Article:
Creativity Inspiration

Is Source Material Getting in the Way of Your Creativity?

Is Source Material Getting in the Way of Your Creativity?

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Stanka Kordic shares how to take risks and push the power of personal interpretation.

As an extension to his feature profile on Stanka Kordic written for the June issue of Artists Magazine, John A. Parks shares Kordic’s powerful methods for freeing herself from source imagery to create fiercely original portraits.

Interpreting Reality

Stanka Kordic is known for using her subject matter as merely a starting point. Therefore, while her paintings center on the figure, she wraps it in a type of energetic paint handling we usually associate with abstract painting.

Kordic’s development as a painter gradually took her from realism to her current interpretive approach. She now teaches courses to help artists avoid slavishly copying source material references. Here is her best advice to artists who want to make work uniquely their own.

The Power of the Photograph

According to Kordic, a photograph can exert an overly strong pull for artists who often find themselves simply working towards it. “That whole attachment to a photograph or even a live model can get in the way of your natural expression. You can be too clued in to your reference,” she says. There’s an added irony that cell phone photos, often favored by students, are distorted and generally have poor color. As a result they don’t even give you an accurate look at the subject.

The Copy Trap

To get people out of the copying trap Kordic finds the best method is encouraging them to use new and often non-traditional tools to apply paint. “When they use a different tool then they have to change up,” she says. “They are forced to move away from the source material.”

Much of Kordic’s teaching involves demonstrating the range of techniques she employs in her own work. This includes scraping, pouring, sanding, glazing, and using a squeegee. “When I’m doing a demo, working from the model, the students can see that at some point in the process I’m not looking at my reference at all,” she says. “Really what I’m doing is stressing that you are making a painting. I encourage them to flip the canvas and to take a lot of breaks. If they are sitting there glued to their easel they are not thinking about the whole picture.”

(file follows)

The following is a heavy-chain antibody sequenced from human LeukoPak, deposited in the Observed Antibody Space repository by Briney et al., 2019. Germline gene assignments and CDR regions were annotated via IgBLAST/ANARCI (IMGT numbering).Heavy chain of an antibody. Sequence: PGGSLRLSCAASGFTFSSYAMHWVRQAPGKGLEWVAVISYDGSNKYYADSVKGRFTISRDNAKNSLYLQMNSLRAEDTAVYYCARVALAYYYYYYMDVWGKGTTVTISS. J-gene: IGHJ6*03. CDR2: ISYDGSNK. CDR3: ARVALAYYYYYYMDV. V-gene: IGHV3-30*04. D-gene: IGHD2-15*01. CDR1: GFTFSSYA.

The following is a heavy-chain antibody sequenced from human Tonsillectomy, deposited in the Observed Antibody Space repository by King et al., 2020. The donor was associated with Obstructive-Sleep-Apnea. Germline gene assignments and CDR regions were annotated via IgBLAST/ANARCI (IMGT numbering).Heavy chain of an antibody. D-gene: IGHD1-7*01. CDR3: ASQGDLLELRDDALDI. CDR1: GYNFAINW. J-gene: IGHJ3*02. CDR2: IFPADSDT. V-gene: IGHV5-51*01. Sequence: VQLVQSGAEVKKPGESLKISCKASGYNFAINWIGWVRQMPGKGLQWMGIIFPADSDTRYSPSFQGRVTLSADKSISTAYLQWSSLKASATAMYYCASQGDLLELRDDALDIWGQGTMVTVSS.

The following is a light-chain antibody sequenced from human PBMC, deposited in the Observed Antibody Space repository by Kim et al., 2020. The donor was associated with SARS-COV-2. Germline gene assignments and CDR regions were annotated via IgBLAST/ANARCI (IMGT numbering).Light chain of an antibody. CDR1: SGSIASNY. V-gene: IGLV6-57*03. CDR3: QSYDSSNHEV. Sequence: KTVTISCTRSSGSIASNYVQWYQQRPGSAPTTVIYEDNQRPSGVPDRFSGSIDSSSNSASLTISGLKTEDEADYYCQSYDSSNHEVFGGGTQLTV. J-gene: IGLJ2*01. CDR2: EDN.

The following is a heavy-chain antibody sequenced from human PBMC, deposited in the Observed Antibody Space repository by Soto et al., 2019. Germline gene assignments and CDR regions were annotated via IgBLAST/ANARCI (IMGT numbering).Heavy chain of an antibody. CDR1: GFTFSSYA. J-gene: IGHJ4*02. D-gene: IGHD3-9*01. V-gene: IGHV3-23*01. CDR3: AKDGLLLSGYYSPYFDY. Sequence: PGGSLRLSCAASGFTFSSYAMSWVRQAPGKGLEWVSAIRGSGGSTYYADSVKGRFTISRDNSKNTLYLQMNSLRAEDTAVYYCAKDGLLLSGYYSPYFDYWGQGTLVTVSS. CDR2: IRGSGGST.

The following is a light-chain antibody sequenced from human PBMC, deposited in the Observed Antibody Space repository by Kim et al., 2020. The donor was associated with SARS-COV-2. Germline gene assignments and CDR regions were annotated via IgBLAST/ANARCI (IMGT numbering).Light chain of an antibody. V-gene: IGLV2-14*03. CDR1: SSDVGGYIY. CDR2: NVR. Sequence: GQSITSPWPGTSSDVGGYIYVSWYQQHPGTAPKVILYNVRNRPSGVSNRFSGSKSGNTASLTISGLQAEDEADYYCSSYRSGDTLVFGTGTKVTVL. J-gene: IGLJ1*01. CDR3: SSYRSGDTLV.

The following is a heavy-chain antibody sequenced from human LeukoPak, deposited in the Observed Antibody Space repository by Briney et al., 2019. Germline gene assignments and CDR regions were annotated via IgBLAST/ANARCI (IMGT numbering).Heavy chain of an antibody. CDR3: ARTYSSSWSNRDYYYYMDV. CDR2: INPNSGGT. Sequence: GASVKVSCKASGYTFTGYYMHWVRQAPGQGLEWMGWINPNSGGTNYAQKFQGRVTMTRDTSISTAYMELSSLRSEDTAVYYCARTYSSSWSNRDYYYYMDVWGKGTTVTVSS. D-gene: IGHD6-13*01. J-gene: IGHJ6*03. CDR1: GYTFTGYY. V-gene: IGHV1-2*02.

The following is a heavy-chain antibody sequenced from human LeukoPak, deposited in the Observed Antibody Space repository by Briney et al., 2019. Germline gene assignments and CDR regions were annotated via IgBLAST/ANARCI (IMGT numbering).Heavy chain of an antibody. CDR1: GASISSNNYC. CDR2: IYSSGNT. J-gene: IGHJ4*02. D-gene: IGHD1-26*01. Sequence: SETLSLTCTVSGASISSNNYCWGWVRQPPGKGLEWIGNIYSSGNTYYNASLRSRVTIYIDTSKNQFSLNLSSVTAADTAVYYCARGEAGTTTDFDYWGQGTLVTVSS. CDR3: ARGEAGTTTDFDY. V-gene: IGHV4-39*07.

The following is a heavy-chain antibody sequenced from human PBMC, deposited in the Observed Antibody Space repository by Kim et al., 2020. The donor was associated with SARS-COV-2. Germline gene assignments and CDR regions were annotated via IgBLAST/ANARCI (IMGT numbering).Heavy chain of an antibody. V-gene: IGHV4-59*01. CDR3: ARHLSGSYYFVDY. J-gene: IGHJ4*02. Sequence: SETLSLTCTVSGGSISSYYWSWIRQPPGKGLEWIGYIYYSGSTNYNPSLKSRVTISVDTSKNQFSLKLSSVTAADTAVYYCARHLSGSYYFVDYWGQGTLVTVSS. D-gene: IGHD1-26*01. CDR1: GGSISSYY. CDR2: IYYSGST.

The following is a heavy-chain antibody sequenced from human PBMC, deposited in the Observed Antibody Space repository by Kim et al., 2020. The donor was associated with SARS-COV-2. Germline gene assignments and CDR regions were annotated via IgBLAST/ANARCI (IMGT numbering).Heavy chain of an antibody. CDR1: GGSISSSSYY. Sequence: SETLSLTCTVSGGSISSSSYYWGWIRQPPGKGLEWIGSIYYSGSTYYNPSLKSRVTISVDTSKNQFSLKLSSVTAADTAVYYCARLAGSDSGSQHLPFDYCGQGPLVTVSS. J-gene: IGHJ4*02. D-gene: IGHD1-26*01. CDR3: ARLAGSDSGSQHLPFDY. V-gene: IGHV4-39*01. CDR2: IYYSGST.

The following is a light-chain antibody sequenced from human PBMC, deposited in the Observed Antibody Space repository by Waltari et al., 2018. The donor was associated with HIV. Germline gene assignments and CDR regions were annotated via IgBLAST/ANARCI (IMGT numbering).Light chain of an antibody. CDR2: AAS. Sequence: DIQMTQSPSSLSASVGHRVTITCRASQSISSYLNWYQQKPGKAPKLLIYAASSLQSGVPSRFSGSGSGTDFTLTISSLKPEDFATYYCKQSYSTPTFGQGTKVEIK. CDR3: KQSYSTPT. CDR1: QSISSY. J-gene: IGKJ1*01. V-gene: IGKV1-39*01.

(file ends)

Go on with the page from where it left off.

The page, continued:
Process in Perspective

Reference, of course, is very necessary for representational painting. Consequently Kordic stresses good practices in gathering source material, such as taking multiple photographs, and exploring a variety of angles, lighting and setting for a subject. But having secured the reference, she is adamant that it is most constructive to be selective in its use.

It is important to understand that it is only one part of the process of making a successful work of art.

About the Artist

Stanka Kordic grew up in Cleveland, Ohio, and attended the Cleveland Institute of Art, graduating in 1985 with a major in illustration and a minor in painting. After working as an illustrator for years, she left the commercial world in 1988 to establish a painting studio. Since 2009 she has concentrated on personal figure work. Her awards include the Gold Medal of Honor in Painting from Allied Artists of America and two Certificates of Excellence from the Portrait Society of America International Competition. Her work has been exhibited nationally, including the National Arts Club and the Salmagundi Club, in New York City; and the Butler Institute of American Art, in Youngstown, Ohio. The artist makes her home in Bedford, Ohio.

John A. Parks is a painter, a writer and a member of the faculty of the School of Visual Arts, in New York. Learn more about Kordic and her inspiring work in his feature profile in the June 2020 issue of Artists Magazine.

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